8.The Human Rights and Transition Promotion Concept was approved in 2015. One of the thematic priorities is to promote equality and non-discrimination. The principle of equality and non-discrimination is one of the fundamental principles and cross-cutting priorities of Czech foreign policy. No one’s rights can be infringed on grounds such as race, colour, ethnic origin, or membership of a national minority, and members of minorities must be guaranteed equal participation in public life. According to the Concept, the Czech Republic will respond to serious cases of discrimination on multilateral platforms and in bilateral relations, and will promote the protection of human rights associated with equality and non-discrimination through projects under the Transition Promotion Programme.
9.The Office of the Government Council for Roma Minority Affairs implemented a project called “Mobilisation and Empowerment of Roma Stakeholders via the National Roma Platform” in 2016–2017. These platforms are supported by the EU as forums representing Roma interests and fostering dialogue between mainstream society and the Roma minority. In this respect, the project promoted efficient cooperation among relevant stakeholders and a proactive approach by the Roma to their affairs. The project is continuing in 2017–2018. It aims to coordinate integration activities regionally and locally, identify Roma integration stakeholders, and engage them in addressing the Roma minority’s needs and problems, and monitoring the implementation of the Roma Integration Strategy. Project activities comprise training and meetings in Prague and the regions, along with publications geared towards the implementation of the Roma Integration Strategy and community work.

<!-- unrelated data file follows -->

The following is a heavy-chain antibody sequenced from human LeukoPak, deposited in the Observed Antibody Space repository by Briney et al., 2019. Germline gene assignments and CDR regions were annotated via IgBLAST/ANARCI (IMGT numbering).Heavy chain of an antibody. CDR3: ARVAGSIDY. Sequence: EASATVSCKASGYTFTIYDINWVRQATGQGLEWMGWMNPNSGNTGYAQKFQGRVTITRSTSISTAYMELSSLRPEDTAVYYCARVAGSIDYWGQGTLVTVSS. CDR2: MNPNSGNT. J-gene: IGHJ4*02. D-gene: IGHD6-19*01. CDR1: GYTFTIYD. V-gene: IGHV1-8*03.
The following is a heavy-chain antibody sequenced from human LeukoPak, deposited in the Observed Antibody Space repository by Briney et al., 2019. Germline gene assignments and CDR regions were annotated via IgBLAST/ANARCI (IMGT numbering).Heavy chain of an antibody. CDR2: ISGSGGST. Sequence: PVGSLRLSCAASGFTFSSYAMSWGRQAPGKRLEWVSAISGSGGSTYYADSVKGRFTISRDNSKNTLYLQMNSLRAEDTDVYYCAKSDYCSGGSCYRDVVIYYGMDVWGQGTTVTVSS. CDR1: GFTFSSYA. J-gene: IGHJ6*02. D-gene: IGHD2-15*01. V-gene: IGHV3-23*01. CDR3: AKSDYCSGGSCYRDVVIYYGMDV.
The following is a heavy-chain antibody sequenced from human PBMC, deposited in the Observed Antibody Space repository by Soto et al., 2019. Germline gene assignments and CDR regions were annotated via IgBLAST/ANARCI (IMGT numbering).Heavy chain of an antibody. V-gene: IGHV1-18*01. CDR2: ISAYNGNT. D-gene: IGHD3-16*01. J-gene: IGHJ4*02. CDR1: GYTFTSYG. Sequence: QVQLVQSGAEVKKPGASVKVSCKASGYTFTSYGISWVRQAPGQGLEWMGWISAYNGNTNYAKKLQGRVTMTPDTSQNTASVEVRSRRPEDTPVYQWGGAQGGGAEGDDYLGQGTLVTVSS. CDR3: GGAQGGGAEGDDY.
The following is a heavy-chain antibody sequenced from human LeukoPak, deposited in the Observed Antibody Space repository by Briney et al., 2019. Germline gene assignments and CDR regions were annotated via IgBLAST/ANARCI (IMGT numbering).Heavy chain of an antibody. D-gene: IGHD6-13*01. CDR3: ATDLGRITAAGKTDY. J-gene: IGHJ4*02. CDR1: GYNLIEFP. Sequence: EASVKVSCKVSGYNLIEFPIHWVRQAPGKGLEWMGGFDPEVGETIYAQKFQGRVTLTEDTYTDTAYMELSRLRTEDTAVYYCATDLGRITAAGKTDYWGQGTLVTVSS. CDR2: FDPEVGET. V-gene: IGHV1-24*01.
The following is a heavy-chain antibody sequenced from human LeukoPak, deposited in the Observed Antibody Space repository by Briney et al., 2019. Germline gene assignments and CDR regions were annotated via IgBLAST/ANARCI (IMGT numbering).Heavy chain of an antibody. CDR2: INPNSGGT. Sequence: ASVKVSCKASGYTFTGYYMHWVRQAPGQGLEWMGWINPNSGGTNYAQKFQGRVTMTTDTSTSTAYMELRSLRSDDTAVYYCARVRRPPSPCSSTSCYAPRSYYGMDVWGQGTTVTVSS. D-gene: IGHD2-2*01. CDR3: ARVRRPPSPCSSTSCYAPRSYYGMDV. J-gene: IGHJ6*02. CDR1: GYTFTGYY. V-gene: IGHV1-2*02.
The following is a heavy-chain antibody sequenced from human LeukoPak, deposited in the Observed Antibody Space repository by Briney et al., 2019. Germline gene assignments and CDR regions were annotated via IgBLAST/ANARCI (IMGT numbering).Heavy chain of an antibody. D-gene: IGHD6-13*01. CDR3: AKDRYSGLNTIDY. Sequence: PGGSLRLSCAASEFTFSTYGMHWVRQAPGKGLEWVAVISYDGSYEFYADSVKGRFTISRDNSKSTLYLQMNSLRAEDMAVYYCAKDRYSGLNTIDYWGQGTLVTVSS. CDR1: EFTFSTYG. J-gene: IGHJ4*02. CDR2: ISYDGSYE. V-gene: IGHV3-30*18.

Response to Concluding Observation No. 31
10.The Czech Government is not planning to ratify the International Convention on the Protection of the Rights of All Migrant Workers and Members of Their Families because it believes that migrant workers’ rights are assured by the existing legislation and the measures described in this Report.
Response to Concluding Observation No. 32
11.As noted in the previous Report, following the Durban Declaration and Programme of Action, the Czech Republic considered whether to adopt a National Action Plan against Racism. After analysing the relevant measures, programmes and concepts being implemented by various bodies of public administration, we decided against adopting such a plan because we were already pursuing the individual points of the Durban Declaration and Programme of Action through existing measures described in this Report. We continue to adhere to this opinion.
Response to Concluding Observation No. 33
12.As the number of people of African origin is less than 1% of Czech population we have not prepared any measures specifically targeting that group. Their rights are protected under other measures described in this Report.
National legislation on protection against racial discrimination
13.There has been little change in basic legislation on protection against discrimination. The Antidiscrimination Act remains the pivotal piece of legislation. In the reporting period, there was just one amendment, prompted by the EU directive on the protection of EU workers’ rights. The draft set out to safeguard the freedom of movement of EU workers and members of their families around EU Member States. It included a ban on discrimination on grounds of nationality. EU law also envisages equal treatment in access to employment, social and tax benefits and housing, and children’s access to general education, apprenticeships and vocational training. The EU legal regulations were implemented by amending the Antidiscrimination Act comprehensively regulating protection against discrimination in those and other areas. In this way the EU workers and members of their families enjoy the same protection against discrimination as other victims. Certain areas of non-discrimination were also clarified.
14.Recourse for racially and ethnically motivated crime continues to be regulated by the Criminal Code. Protection against racial discrimination remains in place in the new Act on Liability for Misdemeanours and Misdemeanour Proceedings and the Act on Certain Misdemeanours taking effect on 1 July 2017. The Act on Certain Misdemeanours contains the misdemeanour against civil coexistence committed by someone who restricts or prevents a member of a national minority in the exercise of their rights or harms another person on account of their ethnic origin, race, or colour or for other specified reasons.